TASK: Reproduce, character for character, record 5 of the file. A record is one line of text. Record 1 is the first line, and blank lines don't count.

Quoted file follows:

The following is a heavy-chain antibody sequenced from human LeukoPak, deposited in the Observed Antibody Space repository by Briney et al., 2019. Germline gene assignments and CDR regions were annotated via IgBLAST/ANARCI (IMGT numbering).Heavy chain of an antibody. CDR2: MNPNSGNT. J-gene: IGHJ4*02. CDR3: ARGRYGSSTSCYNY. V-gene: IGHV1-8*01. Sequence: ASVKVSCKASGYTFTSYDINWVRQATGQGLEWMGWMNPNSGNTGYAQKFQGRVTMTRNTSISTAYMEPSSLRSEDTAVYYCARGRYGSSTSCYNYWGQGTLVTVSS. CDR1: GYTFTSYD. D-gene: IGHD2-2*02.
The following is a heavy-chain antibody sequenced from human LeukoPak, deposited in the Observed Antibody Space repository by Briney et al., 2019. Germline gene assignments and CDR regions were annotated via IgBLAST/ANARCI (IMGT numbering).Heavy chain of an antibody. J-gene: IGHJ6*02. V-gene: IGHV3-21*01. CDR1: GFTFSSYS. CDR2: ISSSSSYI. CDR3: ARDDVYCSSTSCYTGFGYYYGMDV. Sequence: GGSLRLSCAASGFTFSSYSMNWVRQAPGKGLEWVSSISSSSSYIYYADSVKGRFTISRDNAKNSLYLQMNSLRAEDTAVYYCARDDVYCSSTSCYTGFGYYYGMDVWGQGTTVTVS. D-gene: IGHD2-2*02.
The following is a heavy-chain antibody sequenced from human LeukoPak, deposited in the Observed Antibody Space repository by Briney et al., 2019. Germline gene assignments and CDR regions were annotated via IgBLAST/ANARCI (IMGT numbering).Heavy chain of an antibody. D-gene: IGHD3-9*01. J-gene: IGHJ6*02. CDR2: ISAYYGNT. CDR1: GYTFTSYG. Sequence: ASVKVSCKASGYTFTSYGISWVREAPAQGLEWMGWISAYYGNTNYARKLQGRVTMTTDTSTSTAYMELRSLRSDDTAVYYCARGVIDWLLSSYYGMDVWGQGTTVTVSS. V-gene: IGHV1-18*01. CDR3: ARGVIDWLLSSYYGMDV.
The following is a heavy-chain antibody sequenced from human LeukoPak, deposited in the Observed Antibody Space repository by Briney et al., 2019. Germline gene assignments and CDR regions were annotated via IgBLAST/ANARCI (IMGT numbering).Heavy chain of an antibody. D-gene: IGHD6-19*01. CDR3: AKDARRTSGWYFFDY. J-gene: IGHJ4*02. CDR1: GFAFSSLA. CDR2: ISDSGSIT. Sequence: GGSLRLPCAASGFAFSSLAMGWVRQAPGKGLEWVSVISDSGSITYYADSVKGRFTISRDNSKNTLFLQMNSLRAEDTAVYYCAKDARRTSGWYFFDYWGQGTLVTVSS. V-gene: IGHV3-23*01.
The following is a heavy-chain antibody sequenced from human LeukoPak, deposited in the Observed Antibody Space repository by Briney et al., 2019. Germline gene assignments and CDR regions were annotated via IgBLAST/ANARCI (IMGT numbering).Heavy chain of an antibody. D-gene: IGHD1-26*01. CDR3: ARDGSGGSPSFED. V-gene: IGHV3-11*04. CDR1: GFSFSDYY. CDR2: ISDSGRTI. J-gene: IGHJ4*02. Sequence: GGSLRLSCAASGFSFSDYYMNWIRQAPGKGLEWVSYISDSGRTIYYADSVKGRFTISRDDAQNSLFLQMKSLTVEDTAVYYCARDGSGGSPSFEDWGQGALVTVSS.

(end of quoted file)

The following is a heavy-chain antibody sequenced from human LeukoPak, deposited in the Observed Antibody Space repository by Briney et al., 2019. Germline gene assignments and CDR regions were annotated via IgBLAST/ANARCI (IMGT numbering).Heavy chain of an antibody. D-gene: IGHD1-26*01. CDR3: ARDGSGGSPSFED. V-gene: IGHV3-11*04. CDR1: GFSFSDYY. CDR2: ISDSGRTI. J-gene: IGHJ4*02. Sequence: GGSLRLSCAASGFSFSDYYMNWIRQAPGKGLEWVSYISDSGRTIYYADSVKGRFTISRDDAQNSLFLQMKSLTVEDTAVYYCARDGSGGSPSFEDWGQGALVTVSS.